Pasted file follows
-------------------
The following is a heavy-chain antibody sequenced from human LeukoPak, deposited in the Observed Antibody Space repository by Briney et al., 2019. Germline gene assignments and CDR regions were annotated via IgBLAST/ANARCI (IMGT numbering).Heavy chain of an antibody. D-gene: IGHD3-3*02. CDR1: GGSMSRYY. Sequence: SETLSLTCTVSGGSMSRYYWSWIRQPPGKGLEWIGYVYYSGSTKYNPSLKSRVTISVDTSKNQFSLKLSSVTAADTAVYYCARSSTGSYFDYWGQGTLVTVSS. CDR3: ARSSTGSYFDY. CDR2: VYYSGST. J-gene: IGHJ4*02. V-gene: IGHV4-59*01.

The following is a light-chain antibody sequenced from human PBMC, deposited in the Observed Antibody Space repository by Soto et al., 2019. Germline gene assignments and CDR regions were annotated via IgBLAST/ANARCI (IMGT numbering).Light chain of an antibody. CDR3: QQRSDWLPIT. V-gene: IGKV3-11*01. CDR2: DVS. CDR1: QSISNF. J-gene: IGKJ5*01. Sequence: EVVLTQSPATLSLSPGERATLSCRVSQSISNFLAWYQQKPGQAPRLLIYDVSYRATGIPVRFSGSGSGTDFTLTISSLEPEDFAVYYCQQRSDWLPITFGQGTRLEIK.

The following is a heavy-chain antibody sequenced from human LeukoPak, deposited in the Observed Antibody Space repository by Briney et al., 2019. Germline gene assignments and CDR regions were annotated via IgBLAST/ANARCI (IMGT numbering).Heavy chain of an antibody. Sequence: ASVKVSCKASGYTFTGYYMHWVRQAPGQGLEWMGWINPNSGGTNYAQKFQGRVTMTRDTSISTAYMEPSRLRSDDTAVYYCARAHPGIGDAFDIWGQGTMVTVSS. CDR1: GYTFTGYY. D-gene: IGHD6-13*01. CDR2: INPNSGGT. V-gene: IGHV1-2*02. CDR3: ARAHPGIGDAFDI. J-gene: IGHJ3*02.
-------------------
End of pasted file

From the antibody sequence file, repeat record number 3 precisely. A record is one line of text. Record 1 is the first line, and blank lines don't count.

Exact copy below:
The following is a heavy-chain antibody sequenced from human LeukoPak, deposited in the Observed Antibody Space repository by Briney et al., 2019. Germline gene assignments and CDR regions were annotated via IgBLAST/ANARCI (IMGT numbering).Heavy chain of an antibody. Sequence: ASVKVSCKASGYTFTGYYMHWVRQAPGQGLEWMGWINPNSGGTNYAQKFQGRVTMTRDTSISTAYMEPSRLRSDDTAVYYCARAHPGIGDAFDIWGQGTMVTVSS. CDR1: GYTFTGYY. D-gene: IGHD6-13*01. CDR2: INPNSGGT. V-gene: IGHV1-2*02. CDR3: ARAHPGIGDAFDI. J-gene: IGHJ3*02.